I spotted an elderly lady sitting across from me the other day. My heart dropped as I saw how she watched those around her. A young woman passed and smiled to a middle-aged man. Others walked by, one even nodding to me, but no one acknowledged the elderly woman as if she’d been rendered invisible. And it hit me: “Why do younger generations so often discredit older generations, or worse, make them feel obsolete?”
So, I stood and took a seat right by the woman. She looked a bit stunned that I’d gone to sit so close. But then I asked her about her day and her life. After a moment, she laughed and smiled. And I learned all sorts of things about her childhood on a farm and her husband who had passed away in his 80s. I even learned about her son with Down syndrome.
“Elisa?” someone called.
“Well, it was nice to meet you,” I said, and I started to stand.
“Elisa?” The elderly lady asked.
“Yes?” I turned back.
“Thank you for talking with me. I’m still not sure why you came over to visit, but being older, sometimes I feel invisible. It was nice to feel important even if it was just for a moment.”
Her frail hand came up to rest on my left wrist, the same site where doctors first discovered the melanoma and had to carve a five-inch scar into my arm.
“You’re so young and innocent. I hope you won’t experience the hardships that I have so you can remain as happy and carefree as you are now.”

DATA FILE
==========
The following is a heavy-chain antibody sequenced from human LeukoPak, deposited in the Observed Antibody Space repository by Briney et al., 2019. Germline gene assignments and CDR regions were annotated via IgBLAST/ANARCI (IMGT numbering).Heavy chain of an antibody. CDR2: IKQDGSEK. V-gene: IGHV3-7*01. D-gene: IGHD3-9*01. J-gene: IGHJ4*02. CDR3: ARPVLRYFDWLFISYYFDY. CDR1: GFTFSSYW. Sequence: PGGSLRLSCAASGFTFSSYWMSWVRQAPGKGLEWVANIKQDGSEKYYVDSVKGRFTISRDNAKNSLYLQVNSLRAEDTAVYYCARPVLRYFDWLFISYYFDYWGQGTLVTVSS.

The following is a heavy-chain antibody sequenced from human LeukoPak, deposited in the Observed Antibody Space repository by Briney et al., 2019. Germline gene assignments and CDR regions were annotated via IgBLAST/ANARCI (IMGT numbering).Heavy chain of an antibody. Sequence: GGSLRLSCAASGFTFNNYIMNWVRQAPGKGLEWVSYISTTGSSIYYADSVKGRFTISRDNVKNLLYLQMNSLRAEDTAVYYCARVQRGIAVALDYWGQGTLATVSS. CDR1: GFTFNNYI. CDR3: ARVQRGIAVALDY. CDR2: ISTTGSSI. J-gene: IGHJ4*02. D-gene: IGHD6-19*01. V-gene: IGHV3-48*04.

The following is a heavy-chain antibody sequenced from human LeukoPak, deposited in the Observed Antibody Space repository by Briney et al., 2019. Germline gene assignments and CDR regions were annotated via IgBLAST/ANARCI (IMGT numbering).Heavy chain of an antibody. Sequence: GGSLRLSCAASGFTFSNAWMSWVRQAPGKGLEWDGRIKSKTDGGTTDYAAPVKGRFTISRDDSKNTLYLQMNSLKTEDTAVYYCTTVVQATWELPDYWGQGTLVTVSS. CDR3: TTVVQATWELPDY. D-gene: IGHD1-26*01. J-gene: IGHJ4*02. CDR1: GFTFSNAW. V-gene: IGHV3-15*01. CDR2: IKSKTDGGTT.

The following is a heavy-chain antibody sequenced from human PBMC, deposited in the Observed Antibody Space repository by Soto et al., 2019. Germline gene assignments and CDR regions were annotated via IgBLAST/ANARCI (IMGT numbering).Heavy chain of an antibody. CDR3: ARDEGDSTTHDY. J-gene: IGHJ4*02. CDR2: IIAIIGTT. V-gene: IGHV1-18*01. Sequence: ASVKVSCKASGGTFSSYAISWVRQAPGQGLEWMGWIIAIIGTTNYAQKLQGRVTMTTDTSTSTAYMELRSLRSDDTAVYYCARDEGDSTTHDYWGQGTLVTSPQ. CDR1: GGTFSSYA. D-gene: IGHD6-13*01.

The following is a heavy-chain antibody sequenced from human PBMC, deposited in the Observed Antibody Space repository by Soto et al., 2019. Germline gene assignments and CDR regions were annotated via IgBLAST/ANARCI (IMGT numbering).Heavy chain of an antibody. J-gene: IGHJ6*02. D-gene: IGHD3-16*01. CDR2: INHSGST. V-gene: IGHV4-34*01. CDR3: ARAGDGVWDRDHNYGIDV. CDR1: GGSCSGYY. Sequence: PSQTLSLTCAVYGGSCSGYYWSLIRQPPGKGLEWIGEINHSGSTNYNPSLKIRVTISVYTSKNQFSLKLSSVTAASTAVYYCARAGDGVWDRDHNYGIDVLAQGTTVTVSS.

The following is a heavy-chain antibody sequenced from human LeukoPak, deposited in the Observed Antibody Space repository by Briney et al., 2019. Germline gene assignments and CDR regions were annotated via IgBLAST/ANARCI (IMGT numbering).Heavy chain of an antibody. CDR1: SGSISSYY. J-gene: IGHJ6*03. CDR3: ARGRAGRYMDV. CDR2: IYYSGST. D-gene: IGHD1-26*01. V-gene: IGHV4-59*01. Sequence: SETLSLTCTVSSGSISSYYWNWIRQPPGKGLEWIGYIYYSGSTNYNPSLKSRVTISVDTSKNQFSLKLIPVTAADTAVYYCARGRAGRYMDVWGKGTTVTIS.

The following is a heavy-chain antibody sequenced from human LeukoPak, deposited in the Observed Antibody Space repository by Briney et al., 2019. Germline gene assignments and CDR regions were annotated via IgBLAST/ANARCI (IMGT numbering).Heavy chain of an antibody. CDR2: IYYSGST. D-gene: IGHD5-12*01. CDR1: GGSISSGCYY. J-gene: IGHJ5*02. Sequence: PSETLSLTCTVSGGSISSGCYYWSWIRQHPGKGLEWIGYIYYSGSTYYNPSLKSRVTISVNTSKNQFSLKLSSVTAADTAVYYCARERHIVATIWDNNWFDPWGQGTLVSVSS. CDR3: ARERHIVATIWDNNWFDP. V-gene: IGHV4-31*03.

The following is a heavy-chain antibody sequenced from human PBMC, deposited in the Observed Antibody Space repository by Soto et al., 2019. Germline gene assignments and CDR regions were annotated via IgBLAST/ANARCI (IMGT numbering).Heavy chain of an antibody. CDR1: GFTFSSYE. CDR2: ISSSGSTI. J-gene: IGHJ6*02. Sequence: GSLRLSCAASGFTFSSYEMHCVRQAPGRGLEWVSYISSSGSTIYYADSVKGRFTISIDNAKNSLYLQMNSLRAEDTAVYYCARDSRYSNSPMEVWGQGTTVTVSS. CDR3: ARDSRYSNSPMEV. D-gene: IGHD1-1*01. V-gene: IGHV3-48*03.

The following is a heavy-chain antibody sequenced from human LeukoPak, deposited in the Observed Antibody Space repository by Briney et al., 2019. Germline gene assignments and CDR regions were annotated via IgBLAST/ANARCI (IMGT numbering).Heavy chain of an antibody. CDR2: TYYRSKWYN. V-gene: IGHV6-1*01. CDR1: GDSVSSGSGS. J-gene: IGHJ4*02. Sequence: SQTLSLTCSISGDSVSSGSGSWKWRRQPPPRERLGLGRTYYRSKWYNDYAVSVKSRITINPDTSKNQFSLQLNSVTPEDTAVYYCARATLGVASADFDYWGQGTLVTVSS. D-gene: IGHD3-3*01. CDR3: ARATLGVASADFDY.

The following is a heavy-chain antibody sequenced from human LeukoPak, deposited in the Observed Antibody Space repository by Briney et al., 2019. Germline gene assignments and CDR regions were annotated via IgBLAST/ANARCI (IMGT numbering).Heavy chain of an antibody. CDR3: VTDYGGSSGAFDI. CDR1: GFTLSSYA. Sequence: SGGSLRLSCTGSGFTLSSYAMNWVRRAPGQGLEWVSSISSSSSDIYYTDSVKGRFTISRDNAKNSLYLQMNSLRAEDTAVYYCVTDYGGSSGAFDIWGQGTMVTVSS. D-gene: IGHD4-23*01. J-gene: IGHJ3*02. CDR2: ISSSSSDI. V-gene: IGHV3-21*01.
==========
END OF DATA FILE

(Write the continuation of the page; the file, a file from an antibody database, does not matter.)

There were so many things I could’ve told her. About stage four cancer or how she literally touched the place where it all started. About my son who died or my failed marriage. But I realized, the importance of not placing my burden on someone else. This moment wasn’t about me.
“Elisa, are you coming?” the man motioned me forward.
“Yes.” Then I turned to the woman, and placed my other hand on top of hers. “God bless you,” I said before leaving the waiting room.
And I realized that sometimes there’s beauty in giving people much-needed perspective, but there are other times when the opposite is much more important. I didn’t tell her about my problems or hardships. I didn’t need to share how exhausted I was or how sick I felt the entire time I smiled. Instead, I let that moment be about her. She felt “heard,” and I think THAT made all the difference.